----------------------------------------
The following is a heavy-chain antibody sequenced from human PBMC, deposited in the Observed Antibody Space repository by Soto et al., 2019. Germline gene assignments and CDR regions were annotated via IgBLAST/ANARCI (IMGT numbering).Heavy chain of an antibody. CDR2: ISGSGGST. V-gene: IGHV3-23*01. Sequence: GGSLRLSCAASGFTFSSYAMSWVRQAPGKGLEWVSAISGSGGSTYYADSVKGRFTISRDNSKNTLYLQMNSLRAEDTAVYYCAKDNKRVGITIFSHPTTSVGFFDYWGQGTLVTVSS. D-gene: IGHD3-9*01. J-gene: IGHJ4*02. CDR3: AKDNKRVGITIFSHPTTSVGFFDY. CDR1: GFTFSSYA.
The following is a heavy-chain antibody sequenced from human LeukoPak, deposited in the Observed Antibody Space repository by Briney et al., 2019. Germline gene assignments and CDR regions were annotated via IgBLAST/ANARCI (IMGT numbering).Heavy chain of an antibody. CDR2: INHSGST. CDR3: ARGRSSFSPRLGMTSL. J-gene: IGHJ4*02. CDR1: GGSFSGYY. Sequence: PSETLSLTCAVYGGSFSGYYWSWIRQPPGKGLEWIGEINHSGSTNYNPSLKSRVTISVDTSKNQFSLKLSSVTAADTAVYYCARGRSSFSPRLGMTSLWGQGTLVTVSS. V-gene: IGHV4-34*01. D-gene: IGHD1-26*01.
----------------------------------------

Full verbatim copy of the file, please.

The following is a heavy-chain antibody sequenced from human PBMC, deposited in the Observed Antibody Space repository by Soto et al., 2019. Germline gene assignments and CDR regions were annotated via IgBLAST/ANARCI (IMGT numbering).Heavy chain of an antibody. CDR2: ISGSGGST. V-gene: IGHV3-23*01. Sequence: GGSLRLSCAASGFTFSSYAMSWVRQAPGKGLEWVSAISGSGGSTYYADSVKGRFTISRDNSKNTLYLQMNSLRAEDTAVYYCAKDNKRVGITIFSHPTTSVGFFDYWGQGTLVTVSS. D-gene: IGHD3-9*01. J-gene: IGHJ4*02. CDR3: AKDNKRVGITIFSHPTTSVGFFDY. CDR1: GFTFSSYA.
The following is a heavy-chain antibody sequenced from human LeukoPak, deposited in the Observed Antibody Space repository by Briney et al., 2019. Germline gene assignments and CDR regions were annotated via IgBLAST/ANARCI (IMGT numbering).Heavy chain of an antibody. CDR2: INHSGST. CDR3: ARGRSSFSPRLGMTSL. J-gene: IGHJ4*02. CDR1: GGSFSGYY. Sequence: PSETLSLTCAVYGGSFSGYYWSWIRQPPGKGLEWIGEINHSGSTNYNPSLKSRVTISVDTSKNQFSLKLSSVTAADTAVYYCARGRSSFSPRLGMTSLWGQGTLVTVSS. V-gene: IGHV4-34*01. D-gene: IGHD1-26*01.